The global youth unemployment rate worsened in 2016, reaching 13.1 percent, just shy of the 20-year peak in 2013. In raw numbers, 71 million young people can’t find work.
Large numbers of unemployed young people can have serious consequences for a country’s economic security and political stability. Lowering youth unemployment and improving access to stable job opportunities is a policy goal for developing and developed countries alike.
In the United States, where unemployment has fallen from a Great Recession high of 10 percent in October 2009 to 4.6 percent more recently, the youth unemployment rate remains more than twice the overall rate. Yet, employers struggle to fill entry-level positions.
The solution for this worker shortage is hidden in plain sight: some 5.5 million 16- to-24-year-olds who are both out of work and out of school present employers with a huge pool of untapped talent. But preparing them for successful work experiences will take innovative forms of collaboration between employers, nonprofits, and government.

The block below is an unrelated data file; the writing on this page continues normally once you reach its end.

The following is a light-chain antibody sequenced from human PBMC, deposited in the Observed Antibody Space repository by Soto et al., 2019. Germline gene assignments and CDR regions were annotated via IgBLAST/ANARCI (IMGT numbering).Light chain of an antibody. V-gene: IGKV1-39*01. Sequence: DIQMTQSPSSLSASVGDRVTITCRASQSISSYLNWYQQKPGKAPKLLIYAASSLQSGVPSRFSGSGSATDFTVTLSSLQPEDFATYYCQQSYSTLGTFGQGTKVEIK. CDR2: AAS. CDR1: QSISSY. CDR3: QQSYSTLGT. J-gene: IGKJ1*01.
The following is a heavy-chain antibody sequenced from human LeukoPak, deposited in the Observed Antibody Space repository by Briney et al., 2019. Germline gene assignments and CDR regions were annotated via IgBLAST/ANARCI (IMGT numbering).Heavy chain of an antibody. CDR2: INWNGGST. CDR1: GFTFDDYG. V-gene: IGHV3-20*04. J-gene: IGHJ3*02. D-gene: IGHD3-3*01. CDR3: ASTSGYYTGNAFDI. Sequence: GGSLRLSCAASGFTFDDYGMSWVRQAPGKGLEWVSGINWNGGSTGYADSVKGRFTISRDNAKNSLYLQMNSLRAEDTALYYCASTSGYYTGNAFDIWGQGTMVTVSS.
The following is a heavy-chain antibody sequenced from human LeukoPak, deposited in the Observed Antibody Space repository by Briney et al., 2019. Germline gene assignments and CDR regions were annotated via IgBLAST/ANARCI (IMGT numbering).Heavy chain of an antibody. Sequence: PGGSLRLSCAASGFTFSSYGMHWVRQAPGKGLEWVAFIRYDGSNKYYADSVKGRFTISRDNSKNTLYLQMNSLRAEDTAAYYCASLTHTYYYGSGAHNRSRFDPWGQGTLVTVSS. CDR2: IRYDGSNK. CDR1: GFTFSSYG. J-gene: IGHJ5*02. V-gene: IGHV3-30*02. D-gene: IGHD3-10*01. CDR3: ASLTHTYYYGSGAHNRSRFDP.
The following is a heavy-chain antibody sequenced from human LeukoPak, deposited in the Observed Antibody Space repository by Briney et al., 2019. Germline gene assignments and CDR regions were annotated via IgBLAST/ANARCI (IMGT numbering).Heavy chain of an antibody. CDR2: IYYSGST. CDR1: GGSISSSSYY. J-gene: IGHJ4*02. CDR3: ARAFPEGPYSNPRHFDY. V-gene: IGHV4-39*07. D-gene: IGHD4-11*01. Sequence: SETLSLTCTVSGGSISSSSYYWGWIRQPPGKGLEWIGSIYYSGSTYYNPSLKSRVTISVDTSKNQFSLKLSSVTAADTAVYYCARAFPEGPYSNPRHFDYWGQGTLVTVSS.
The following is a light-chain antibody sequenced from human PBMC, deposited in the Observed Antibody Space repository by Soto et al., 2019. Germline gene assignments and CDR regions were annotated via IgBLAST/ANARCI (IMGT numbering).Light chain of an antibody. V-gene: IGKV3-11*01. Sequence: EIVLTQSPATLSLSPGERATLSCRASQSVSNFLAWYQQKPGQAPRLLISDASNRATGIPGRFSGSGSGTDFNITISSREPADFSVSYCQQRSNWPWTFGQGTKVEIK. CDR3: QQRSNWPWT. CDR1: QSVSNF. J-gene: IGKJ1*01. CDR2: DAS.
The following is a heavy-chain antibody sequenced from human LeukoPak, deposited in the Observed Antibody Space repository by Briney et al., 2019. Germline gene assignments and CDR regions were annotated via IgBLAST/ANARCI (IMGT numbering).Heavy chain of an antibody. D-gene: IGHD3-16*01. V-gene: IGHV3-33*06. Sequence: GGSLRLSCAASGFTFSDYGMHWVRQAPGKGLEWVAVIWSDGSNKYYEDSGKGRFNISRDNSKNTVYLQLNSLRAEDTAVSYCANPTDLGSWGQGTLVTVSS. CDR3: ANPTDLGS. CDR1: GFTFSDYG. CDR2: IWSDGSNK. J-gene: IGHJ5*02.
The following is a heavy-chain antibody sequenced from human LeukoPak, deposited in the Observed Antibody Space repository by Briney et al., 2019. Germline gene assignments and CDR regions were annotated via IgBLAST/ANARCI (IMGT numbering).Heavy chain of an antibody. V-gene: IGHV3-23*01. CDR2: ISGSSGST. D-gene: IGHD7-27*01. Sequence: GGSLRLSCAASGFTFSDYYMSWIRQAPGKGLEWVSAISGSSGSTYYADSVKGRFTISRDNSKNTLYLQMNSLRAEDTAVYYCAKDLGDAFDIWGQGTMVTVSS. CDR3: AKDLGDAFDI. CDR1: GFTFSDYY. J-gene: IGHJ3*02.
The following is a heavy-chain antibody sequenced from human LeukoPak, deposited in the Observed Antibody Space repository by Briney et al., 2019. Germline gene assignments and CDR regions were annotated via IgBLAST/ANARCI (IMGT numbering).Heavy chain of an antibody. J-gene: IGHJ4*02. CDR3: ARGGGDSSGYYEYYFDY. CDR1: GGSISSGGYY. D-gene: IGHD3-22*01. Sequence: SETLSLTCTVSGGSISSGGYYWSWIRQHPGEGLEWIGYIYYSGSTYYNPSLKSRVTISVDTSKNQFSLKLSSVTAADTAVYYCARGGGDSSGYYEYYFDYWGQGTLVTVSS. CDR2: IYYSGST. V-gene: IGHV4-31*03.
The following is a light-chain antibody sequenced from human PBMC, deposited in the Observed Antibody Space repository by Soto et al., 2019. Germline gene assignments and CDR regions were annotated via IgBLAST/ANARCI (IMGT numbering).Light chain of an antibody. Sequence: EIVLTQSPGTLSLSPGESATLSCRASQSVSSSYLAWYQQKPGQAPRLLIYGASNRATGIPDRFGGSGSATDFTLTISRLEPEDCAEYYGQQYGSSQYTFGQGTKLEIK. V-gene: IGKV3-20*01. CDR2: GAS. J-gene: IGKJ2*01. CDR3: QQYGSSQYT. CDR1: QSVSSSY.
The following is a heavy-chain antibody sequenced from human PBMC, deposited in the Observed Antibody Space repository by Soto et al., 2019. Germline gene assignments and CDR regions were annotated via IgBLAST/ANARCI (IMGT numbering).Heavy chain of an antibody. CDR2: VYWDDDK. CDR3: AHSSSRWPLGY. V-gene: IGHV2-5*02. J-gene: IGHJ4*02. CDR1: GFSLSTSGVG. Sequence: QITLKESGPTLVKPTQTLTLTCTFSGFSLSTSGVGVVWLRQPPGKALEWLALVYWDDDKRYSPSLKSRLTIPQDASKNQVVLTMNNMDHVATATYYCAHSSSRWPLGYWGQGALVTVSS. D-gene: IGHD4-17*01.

A recent Bridgespan Group study found a number of global corporations that have embarked on this mission in the United States, including State Street Corporation, Starbucks, CVS Health, Walmart, and JPMorgan Chase. The corporations are working with nonprofit intermediaries, which prepare and recruit low-income and first-generation students for college and careers, to fill entry-level positions. They also are creating youth-friendly employment policies, such as screening candidates in for competencies rather than out for credentials and mentoring on the job.
In return, corporations that have taken these steps have reaped benefits, including a reduction in new-hire turnover. Perhaps more important, they are building talent pipelines from which to fill future positions and nurturing individual careers.